“He’s perfect, he’s an adult,” Jenna opens the episode, making goo-goo eyes at her new “college” beau. I still think he looks like a tenured professor rather than a student. Seriously though, why are we calling college kids adults? That’s the last place you get to be NOT an adult! That’s a false perception of college life, folks. He invites her to see the Arctic Monkeys in Arizona, forgetting that she’s in high school and lives with her parents. At least he has good taste in music. She assures him that they’re cool until her dad calls Luke’s phone explaining that he threatened to have Luke arrested for kidnapping if the dorm didn’t hand over his number.
Jenna is stage managing the school pageant, and Tamara doesn’t trust her. “I need rage management to deal with your stage management,” she says before being distracted by a text on the Autumn phone. Catfishing Jake has gone to the next level.
Lissa’s mom is neglecting Lissa in favor of Tyler. Even when Sadie explains, “I don’t have a car and my stepmother is a skankaholic with a prescription pill problem,” Lissa’s mom leaves them to get home alone. Lissa decides to coach Tyler in the pageant to reconnect with her family. Sadie is convinced that she can make anyone a winner, so they make a bet: “Loser gives up forty bucks and their honor, dignity, and self esteem.” Lissa chooses Kyle, Jenna’s sometimes awkward cheerleader, as Sadie’s charge
Tamara-as-the-now-Australian-Autumn agreed to attend the pageant to support Jake. Jenna thinks she’s a loon, but Tamara argues that she has a foolproof plan: she’ll go, pretend that Autumn comes down with food poisoning, and leave before Jake gets the chance to see her. This is what I’d call less than foolproof.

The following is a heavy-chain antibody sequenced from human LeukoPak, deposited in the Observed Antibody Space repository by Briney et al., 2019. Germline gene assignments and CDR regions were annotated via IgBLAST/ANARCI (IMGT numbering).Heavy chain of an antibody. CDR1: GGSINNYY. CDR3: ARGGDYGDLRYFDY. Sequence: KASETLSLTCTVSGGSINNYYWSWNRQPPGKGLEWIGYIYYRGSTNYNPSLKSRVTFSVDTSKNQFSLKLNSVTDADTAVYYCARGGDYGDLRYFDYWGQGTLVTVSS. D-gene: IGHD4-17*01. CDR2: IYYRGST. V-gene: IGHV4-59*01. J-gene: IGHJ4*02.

Jenna’s parents invite Luke to the pageant via Skype, much to her chagrin. She’s further embarrassed when Luke meets her parents in real life, what with Ma Lacey trying to wrestle a shirt off of Jenna’s dad while Ally watches in the background, commenting on Jenna’s sister-wife-like appearance. “That was Luke meeting the adults in my life,” Jenna laments to herself. “Too bad I’m surrounded by children.” Jenna, your faux-maturity is starting to grate on my nerves. When they act like parents, she’s pissed. Let’s not forget the events of last season.
Pageant time! “I hope there’s a dentist in the house because you’re about to meet some major man candy!” Emcee Tamara says. The boys strut out dressed like the Village People (or strippers) and dance. The talent portion of the show is varied—Tyler performs the closing dance from Dirty Dancing with Lissa, Kyle paints himself as a shirtless king, and Jake sings a song about Autumn. Directly after, Tamara screws up with her catfishing phone. She argues that Jake said he could tell her anything, but Jake points out he said that to Autumn.
Matty does stand up comedy, much to his mother’s disappointment. Her eye rolling prompts him to reveal his adopted status on stage in front of the audience. Unfortunately Bad Boy Matty, once provoked, has the tendency to further his douchebag agenda without regard for who he might hurt. He pulls Jenna on stage and begins airing dirty laundry, but J just seems worried about him rather than humiliated. We’re all grateful when Ally cuts the tension and ends the uncomfortable presentation when she yells, “Show us your balls!” Ally absolutely slays everyone else and takes the Line-of-the-Night Crown with that one. Barret Swatek has yet to disappoint with her line delivery.
Matty snaps out of it backstage and apologizes profusely to Jenna, looking like he’s on the brink of tears. Luke leaves. Tamara’s in the parking lot with Jake, so Val’s emceeing. Sans Jake and Matty, the pageant comes down to Tyler and Kyle. When asked what his dream is, Kyle delivers a monologue involving “sushi,” “human flesh” and the phrase “when I woke up the bed was wet,” so Sadie just hands forty dollars over to Lissa.
Jenna finds Luke in the parking lot—he apparently left to pick up flowers since he thought Jenna might need cheering up. Theoretically a good gesture, butr I don’t understand why he wouldn’t just stick around and talk to her rather than make her think he bailed. Material objects mean a lot more than your presence. He professes his like for her and they kiss just in time for Matty to see and walk away even more upset.
“Crowning Moments” wasn’t a winner for me—not a lot of forward momentum for the plot or memorable dialogue. Overall, it seemed like a filler episode.